AT ANA 2017
SAN DIEGO (FRONTLINE MEDICAL NEWS) – Everolimus reduces the frequency of epileptic seizures in patients with tuberous sclerosis complex (TSC), and its effect appears to gain strength over time. By the end of an extension study, half of patients had at least a 31.7% reduction in seizure frequency at 18 weeks, and that percentage rose to 56.9% at 2 years.
The drug was chosen because it inhibits mammalian target of rapamycin (mTOR), which plays a central role in protein synthesis, cell division, and other vital processes. In patients with TSC, the kinase is overactive, and this leads to abnormalities in brain development. Overall, 85% of TSC patients experience seizures, and 60% are refractory to antiepileptic drugs.
The success of everolimus (Afinitor) is encouraging, and it’s the first epilepsy drug to be chosen for its mechanism of action, David Neal Franz, MD , said in an interview. “It has been used off label, but this study really shows that it has a statistically significant benefit that improves over time. A lot of things are used off label, but most don’t have this kind of class II evidence to support being used,” said Dr. Franz, who presented the study at the annual meeting of the American Neurological Association.
The drug was particularly effective in children, who experienced a greater reduction in seizure frequency over time. That suggests that earlier treatment with everolimus could counter some of the damage in these patients before it becomes entrenched. “We’re planning to do studies to evaluate that. Because if you can avoid intractable epilepsy and its effects on development, there’s the potential to have a very significant benefit for children,” said Dr. Franz, who is a professor of pediatrics and neurology and founding director of the Tuberous Sclerosis Clinic at the University of Cincinnati. He noted that some previous studies showed that early treatment of infantile spasms is associated with lower risk of intellectual disability and autism.
The study enrolled 361 TSC patients with epilepsy across a wide age range (2-65 years). Their epilepsy had remained uncontrolled following treatment with at least six previous drugs. The core phase of the trial lasted 18 weeks, followed by an extension phase in which patients in the placebo group were switched to everolimus with a target dose of 3-15 ng/mL.
The primary efficacy outcome was the change in weekly seizure frequency. The researchers defined a response as a 50% or higher reduction.
In the original pivotal trial ( EXIST-3 ), 15.1% of patients on placebo responded (95% confidence interval, 9.2%-22.8%) at week 18, compared with 28.2% of patients receiving a 3-7 ng/mL dose of everolimus (95% CI, 20.3%-37.3%; P = .0077) and 40% of patients receiving a 9-15 ng/mL dose of everolimus (95% CI, 31.5%-49%; P less than .0001).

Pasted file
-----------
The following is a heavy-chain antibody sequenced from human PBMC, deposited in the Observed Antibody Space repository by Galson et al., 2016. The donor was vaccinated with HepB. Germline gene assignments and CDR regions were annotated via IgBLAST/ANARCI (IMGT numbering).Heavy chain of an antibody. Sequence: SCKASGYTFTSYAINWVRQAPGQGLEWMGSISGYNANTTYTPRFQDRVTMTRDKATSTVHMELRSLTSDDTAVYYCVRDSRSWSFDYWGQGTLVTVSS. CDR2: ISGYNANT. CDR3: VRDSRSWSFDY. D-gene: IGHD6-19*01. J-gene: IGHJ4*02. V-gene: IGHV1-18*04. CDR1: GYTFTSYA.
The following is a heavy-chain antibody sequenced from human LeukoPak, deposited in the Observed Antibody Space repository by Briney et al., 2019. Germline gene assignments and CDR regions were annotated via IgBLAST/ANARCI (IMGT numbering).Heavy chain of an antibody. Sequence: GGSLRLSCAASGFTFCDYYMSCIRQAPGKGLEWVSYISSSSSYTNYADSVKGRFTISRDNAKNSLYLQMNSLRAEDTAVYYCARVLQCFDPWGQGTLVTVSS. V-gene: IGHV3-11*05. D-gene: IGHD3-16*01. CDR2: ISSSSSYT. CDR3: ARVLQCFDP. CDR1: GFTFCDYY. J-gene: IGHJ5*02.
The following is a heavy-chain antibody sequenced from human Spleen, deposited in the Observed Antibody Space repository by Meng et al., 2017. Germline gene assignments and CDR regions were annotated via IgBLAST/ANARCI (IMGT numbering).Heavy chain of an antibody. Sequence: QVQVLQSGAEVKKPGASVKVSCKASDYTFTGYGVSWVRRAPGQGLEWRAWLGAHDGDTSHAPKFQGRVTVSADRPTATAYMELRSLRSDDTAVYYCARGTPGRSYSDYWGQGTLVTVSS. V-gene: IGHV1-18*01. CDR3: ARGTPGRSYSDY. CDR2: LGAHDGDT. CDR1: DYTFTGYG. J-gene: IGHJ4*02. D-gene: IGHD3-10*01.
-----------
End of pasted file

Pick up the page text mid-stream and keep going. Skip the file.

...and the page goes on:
The response rate at 18 weeks of treatment when combining both the original everolimus-treated patients and also the group switching over to everolimus in the extension phase was 31% (95% CI, 26.2%-36.1%). By 1 year, 46.6% had responded (95% CI, 40.9%-52.5%), and 57.7% had responded at 2 years (95% CI, 49.7%-65.4%).
The median percentage reduction in seizure frequency rose from 31.7% at week 18 (95% CI, 28.5%-36.1%) to 46.7% at 1 year (95% CI, 40.2%-54.0%) and 56.9% at 2 years (95% CI, 50%-68.4%).
Younger patients experienced greater improvements over time. At 2 years, 76% of 101 patients aged 0-6 years had responded (95% CI, 58.8%-88.2%), compared with 58.5% of patients aged 6-12 years (95% CI, 44.1%-71.9%), 51.1% of patients aged 12-18 years (95% CI, 35.8%-66.3%), and 43% of patients 18 years and older (95% CI, 24.5%-62.8%).
A sensitivity analysis of patients who discontinued the drug and were categorized as nonresponders showed the drug was still associated with a risk reduction of 30.2% at week 18 (95% CI, 25.5%-35.2%), 38.8% at 1 year (95% CI, 33.7%-44.1%), and 41% at 2 years (95% CI, 34.6%-47.7%).
Adverse events declined over time from 76.1% during the first 6 months of treatment to 46.8% at 1 year and 45.2% at 2 years. A total of 40.2% of patients experienced grade III/IV adverse events, and 13% of patients discontinued medication as a result. Another 1.7% experienced pneumonia, and 1.4% experienced stomatitis.
The most concerning side effects noted were tied to infection risk, which was not surprising given that everolimus is an immunosuppressive agent that is also used to prevent organ rejection. “The good thing is that you can hold everolimus when patients get sick or have a fever, and it doesn’t immediately lose efficacy. It binds avidly to mTOR, and so you can often go several weeks off the drug before you see loss of seizure control,” Dr. Franz said.
The study was funded by Novartis. Dr. Franz has received travel funding and honoraria from Novartis.